Ares: This for-profit thrift shop offers a lot, but you have to look carefully. We found a lovely Italian pitcher-and-bowl set for $4.59 apiece, a desk organizer for $8, and Haviland Limoges china coffee cups and saucers for 59 cents apiece.
Feather Thy Nest: This nicely arranged, bright and airy consignment shop has a wide range of home and garden items, with a wider range of price tags. We found some unusually cute, beaded African bracelets for $12 apiece and an antique wooden Indian chest (see photo, up top, in intro) for $989.
Goodwill: You have to dig deep in the jumbled displays to find any treasures here. But you just might find a 19th-century, English Wedgwood Japerware pitcher for $4.99 that’s worth $400, like one customer did the day we visited. Other finds: matching ceramic dog bowls with apropos inscriptions and designs for $3.99 apiece, and a gently used baby bassinet for $14.99.
Humane Society of Boulder Valley Thrift and Gift Shop: Most Boulderites love animals, so you’re apt to find good stuff in this clean, well-organized store that benefits the Humane Society (and you might find a furry friend to take home, too). We found a brand-new kitty bed (of course!) for $9 and a lovely antique chest for $400. The most unusual find? Chip-and-dip plates made from melted records for $4.
Greenwood Wildlife Thrift Shop: This shop benefits the Greenwood Wildlife Rehabilitation Center, so expect to find good stuff, as people love to donate for wildlife. We found a hand-embroidered tablecloth for $9.50, Spanish wooden bookends for $15 and brass candlestick sconces for $3.50 apiece.
The Salvation Army: This store had the most furniture of any thrift shop we visited, including a gently used wood hutch for $65 and a comfy hardwood couch in good condition for $169. Don’t expect a lot of diamonds in the rough, though.
Savers: This well-displayed, well-organized Boulder thrift shop benefits the Epilepsy Foundation of Colorado. Although it’s a for-profit thrift store, we found deals that made us smile, including four cheery-yellow matching bowls and plates (with no chips or cutlery scratches) for $6. Our weirdest find? A used cat-litter scoop for $1.99.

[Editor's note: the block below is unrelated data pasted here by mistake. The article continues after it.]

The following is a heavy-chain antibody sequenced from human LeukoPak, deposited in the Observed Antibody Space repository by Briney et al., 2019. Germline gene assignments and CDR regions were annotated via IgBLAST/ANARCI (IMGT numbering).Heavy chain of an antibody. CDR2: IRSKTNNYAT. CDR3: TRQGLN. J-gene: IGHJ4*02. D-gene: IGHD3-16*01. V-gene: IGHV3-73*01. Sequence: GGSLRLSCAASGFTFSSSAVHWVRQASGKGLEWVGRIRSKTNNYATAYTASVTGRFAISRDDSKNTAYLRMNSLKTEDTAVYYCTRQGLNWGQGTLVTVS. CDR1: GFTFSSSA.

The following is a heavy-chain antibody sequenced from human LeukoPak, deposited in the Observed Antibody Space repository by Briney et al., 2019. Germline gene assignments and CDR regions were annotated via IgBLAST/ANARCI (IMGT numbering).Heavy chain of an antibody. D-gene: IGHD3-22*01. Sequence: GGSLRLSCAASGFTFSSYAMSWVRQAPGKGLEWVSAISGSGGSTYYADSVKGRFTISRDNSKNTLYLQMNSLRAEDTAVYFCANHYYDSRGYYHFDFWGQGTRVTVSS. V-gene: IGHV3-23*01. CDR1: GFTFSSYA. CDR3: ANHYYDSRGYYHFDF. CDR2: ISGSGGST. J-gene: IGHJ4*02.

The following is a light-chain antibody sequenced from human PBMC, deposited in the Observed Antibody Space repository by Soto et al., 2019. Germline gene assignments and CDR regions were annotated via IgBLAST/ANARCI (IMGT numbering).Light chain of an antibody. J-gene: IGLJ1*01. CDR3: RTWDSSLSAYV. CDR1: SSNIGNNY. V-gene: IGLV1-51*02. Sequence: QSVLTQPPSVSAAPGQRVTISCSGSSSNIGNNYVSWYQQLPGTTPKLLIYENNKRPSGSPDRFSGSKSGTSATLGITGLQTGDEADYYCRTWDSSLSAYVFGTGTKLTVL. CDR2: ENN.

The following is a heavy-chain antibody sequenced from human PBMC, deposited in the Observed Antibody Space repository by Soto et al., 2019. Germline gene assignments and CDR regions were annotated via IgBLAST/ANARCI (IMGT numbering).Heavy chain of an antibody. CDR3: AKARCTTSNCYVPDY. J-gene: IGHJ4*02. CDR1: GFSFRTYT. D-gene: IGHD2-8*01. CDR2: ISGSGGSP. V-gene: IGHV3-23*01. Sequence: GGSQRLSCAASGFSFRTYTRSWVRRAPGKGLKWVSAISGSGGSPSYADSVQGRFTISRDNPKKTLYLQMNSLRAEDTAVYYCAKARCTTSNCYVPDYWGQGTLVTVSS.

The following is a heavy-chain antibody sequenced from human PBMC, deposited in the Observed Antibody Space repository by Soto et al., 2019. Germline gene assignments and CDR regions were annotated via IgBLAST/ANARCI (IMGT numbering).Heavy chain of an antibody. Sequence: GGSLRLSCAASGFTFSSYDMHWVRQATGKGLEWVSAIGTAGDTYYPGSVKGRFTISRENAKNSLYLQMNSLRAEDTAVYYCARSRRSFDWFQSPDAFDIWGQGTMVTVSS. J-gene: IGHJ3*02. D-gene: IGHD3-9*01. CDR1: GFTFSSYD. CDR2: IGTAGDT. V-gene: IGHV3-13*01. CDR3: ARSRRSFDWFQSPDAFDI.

HospiceCare & Share Thrift Shop: This Boulder thrift shop has great clothing deals, with barely or never-worn designer labels tucked among the racks. It also has home furnishings, but not the best on the day we visited. We did find a nice baby cradle made of hardwood for $35, a hand-painted Italian ceramic oil and vinegar set for $4, an Italian acetate wall hanging of the Royal Pavilion at Brighton for $8, and a glazed pottery crock in mint condition for $3.
DON’T MISS OUT ON GREAT FINDS AT THESE LOCAL HOTS SPOTS:Clutter Consignment, 303-386-3423; clutterconsign.com Front Range Indoor Flea Market, 303-776-6605 Geri’s Antiques & Interiors, 720-890-4747; geris-antiques.com Greenwood Wildlife Thrift Shop, 303-245-0800; greenwoodwildlife.org/thriftstore.php HospiceCare & Share Thrift Shop, 303-604-5353; hospicecareonline.org/thrift_shop/index.php Humane Society of Boulder Valley Thrift and Gift Shop, 303-415-0685; boulderhumane.org/hsbv/go.asp?mode=thrift Lafayette Collectibles & Flea Market, 303-665-0433; lafayettecollectiblesandfleamarket.com Noble Treasures, 303-926-4060; nobletreasuresantiques.com Old Friends, 303-665-8886 Serendipity Vintage, 303-776-8511 The Amazing Garage Sale, 303-447-0147, theamazinggaragesale.com Wise Buys Antiques, 303-652-2888